NPS Pharmaceuticals, Inc. (NASDAQ: NPSP), a biopharmaceutical company developing innovative therapeutics for rare gastrointestinal and endocrine disorders, announced today that the U.S. Food and Drug Administration (FDA) has posted briefing materials for the October 16, 2012 Gastrointestinal Drugs Advisory Committee meeting to review Gattex® (teduglutide). Gattex is a novel, recombinant analog of human glucagon-like peptide 2 (a protein involved in the rehabilitation of the intestinal lining) being developed for the treatment of adults with short bowel syndrome.
The Advisory Committee meeting is scheduled for 8:00 a.m. ET on Tuesday, October 16, 2012. The briefing materials can be found on the FDA website at
. The Prescription Drug User Fee Act (PDUFA) date for completion of the review of the company’s New Drug Application (NDA) for Gattex is December 30, 2012.
The Gastrointestinal Drugs Advisory Committee reviews and evaluates available data concerning the safety and effectiveness of marketed and investigational human drug products for use in the treatment of gastrointestinal diseases and makes appropriate recommendations to the FDA.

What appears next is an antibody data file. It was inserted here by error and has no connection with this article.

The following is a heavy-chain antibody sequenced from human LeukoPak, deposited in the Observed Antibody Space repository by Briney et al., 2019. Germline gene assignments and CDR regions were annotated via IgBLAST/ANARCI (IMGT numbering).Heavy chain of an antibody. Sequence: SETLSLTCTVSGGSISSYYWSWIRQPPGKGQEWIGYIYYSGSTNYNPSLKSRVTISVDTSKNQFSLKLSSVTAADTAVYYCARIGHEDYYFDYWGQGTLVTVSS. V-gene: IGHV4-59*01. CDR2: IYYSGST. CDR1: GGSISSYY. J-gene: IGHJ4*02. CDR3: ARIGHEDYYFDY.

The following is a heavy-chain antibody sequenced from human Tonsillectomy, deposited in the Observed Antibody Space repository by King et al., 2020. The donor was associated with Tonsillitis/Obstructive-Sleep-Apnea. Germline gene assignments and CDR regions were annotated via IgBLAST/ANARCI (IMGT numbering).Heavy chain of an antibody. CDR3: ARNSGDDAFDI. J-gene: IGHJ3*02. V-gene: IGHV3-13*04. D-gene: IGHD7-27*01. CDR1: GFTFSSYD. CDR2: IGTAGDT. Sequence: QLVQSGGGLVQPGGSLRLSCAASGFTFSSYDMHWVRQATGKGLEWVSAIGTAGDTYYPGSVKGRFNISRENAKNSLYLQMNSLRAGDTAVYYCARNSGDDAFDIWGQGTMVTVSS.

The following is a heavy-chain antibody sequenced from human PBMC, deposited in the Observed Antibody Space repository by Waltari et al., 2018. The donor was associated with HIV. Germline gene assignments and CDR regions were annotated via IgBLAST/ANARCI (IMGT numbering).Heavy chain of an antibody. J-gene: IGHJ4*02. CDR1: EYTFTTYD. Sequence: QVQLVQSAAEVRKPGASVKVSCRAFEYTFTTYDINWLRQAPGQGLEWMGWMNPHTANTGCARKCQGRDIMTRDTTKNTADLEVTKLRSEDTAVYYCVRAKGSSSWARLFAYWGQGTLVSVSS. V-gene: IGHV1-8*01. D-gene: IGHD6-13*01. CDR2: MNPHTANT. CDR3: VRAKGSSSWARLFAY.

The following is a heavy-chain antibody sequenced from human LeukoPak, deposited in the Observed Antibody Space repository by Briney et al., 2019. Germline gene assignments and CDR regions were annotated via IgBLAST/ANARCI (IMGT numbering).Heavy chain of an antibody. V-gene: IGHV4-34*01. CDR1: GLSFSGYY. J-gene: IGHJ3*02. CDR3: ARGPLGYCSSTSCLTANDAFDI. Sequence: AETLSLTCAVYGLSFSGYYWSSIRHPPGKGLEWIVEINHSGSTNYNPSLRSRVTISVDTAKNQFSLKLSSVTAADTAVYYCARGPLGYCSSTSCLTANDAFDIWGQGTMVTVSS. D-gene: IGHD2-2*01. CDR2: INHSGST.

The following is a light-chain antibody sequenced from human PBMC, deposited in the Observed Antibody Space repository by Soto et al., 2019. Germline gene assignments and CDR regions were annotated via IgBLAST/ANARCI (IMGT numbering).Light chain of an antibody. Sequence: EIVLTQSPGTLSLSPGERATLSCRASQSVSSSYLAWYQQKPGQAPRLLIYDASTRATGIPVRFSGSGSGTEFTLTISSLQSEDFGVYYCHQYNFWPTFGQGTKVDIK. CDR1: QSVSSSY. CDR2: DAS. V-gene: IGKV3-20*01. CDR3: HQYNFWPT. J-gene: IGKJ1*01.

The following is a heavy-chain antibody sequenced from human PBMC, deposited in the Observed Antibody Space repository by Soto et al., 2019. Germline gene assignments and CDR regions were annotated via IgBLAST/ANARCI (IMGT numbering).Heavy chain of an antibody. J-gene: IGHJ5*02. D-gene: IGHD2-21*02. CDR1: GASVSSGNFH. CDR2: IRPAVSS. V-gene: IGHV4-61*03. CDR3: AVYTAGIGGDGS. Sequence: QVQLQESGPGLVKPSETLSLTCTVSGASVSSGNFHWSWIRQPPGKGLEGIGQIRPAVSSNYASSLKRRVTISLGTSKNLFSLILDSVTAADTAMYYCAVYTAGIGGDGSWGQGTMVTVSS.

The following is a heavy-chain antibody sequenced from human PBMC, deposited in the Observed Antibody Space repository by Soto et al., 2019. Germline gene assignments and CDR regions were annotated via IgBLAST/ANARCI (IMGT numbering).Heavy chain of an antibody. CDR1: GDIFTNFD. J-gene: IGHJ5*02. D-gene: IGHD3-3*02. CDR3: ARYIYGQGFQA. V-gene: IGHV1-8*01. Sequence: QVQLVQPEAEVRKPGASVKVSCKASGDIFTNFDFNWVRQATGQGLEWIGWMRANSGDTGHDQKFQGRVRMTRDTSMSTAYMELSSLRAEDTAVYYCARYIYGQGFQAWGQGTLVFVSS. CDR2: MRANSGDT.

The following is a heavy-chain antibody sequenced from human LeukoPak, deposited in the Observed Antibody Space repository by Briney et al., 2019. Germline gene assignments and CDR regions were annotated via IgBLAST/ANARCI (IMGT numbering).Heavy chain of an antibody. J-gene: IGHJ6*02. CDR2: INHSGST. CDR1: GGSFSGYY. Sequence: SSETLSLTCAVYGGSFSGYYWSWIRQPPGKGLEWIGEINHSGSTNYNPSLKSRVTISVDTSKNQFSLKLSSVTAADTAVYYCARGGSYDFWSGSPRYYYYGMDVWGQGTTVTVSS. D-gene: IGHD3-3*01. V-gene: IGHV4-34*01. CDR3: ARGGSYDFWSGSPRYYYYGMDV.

About Short Bowel Syndrome
Short bowel syndrome (SBS) is a highly disabling condition that can impair a patient's quality of life and lead to serious life-threatening complications. SBS typically arises after extensive resection of the bowel due to Crohn's disease, ischemia or other conditions. SBS patients often suffer from malnutrition, severe diarrhea, dehydration, fatigue, osteopenia, and weight loss due to the reduced intestinal capacity to absorb nutrients, water, and electrolytes. The usual treatment for SBS is nutritional support, including parenteral nutrition (PN) and/or intravenous (IV) fluids to supplement and stabilize nutritional needs.
Although PN can provide nutritional support for SBS patients, it does not improve the body's own ability to absorb nutrients. PN is associated with serious complications, such as infections, blood clots or liver damage, and the risks increase the longer patients are on PN. Patients on PN often experience poor quality of life with difficulty sleeping, and frequent urination, and patients receiving chronic PN often experience a loss of independence.